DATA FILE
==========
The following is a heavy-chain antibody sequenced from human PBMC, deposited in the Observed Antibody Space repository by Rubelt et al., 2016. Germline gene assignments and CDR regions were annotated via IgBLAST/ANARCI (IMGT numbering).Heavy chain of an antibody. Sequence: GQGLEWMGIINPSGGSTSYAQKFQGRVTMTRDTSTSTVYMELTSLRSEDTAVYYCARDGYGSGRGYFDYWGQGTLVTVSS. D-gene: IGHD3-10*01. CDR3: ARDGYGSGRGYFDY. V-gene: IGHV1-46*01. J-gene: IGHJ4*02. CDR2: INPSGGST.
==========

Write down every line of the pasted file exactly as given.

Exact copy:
The following is a heavy-chain antibody sequenced from human PBMC, deposited in the Observed Antibody Space repository by Rubelt et al., 2016. Germline gene assignments and CDR regions were annotated via IgBLAST/ANARCI (IMGT numbering).Heavy chain of an antibody. Sequence: GQGLEWMGIINPSGGSTSYAQKFQGRVTMTRDTSTSTVYMELTSLRSEDTAVYYCARDGYGSGRGYFDYWGQGTLVTVSS. D-gene: IGHD3-10*01. CDR3: ARDGYGSGRGYFDY. V-gene: IGHV1-46*01. J-gene: IGHJ4*02. CDR2: INPSGGST.